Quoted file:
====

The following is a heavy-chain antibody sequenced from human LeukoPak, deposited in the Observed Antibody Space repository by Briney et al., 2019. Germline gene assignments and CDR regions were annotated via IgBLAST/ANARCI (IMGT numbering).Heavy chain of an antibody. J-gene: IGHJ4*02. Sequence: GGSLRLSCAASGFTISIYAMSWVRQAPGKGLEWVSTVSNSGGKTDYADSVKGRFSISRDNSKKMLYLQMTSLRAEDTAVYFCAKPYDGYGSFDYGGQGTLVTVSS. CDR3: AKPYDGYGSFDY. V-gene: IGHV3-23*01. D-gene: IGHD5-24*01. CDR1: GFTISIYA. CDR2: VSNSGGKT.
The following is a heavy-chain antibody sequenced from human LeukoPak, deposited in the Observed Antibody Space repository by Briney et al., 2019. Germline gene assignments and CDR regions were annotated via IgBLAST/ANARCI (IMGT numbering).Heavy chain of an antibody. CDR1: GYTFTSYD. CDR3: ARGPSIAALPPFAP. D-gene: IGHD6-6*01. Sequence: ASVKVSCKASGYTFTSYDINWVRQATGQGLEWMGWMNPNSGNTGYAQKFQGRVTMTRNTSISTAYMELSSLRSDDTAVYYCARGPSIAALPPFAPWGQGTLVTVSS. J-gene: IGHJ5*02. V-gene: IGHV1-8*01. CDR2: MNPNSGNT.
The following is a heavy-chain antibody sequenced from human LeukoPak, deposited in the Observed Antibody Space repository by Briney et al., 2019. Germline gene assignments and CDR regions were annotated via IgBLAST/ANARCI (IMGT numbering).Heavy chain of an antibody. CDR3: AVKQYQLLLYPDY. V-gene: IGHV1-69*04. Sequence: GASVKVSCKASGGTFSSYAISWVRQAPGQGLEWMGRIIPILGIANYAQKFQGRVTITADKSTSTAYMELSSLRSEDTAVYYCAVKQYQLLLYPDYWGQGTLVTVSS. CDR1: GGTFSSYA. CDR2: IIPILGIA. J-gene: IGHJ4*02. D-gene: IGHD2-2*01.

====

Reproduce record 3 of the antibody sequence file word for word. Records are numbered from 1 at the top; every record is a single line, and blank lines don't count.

The following is a heavy-chain antibody sequenced from human LeukoPak, deposited in the Observed Antibody Space repository by Briney et al., 2019. Germline gene assignments and CDR regions were annotated via IgBLAST/ANARCI (IMGT numbering).Heavy chain of an antibody. CDR3: AVKQYQLLLYPDY. V-gene: IGHV1-69*04. Sequence: GASVKVSCKASGGTFSSYAISWVRQAPGQGLEWMGRIIPILGIANYAQKFQGRVTITADKSTSTAYMELSSLRSEDTAVYYCAVKQYQLLLYPDYWGQGTLVTVSS. CDR1: GGTFSSYA. CDR2: IIPILGIA. J-gene: IGHJ4*02. D-gene: IGHD2-2*01.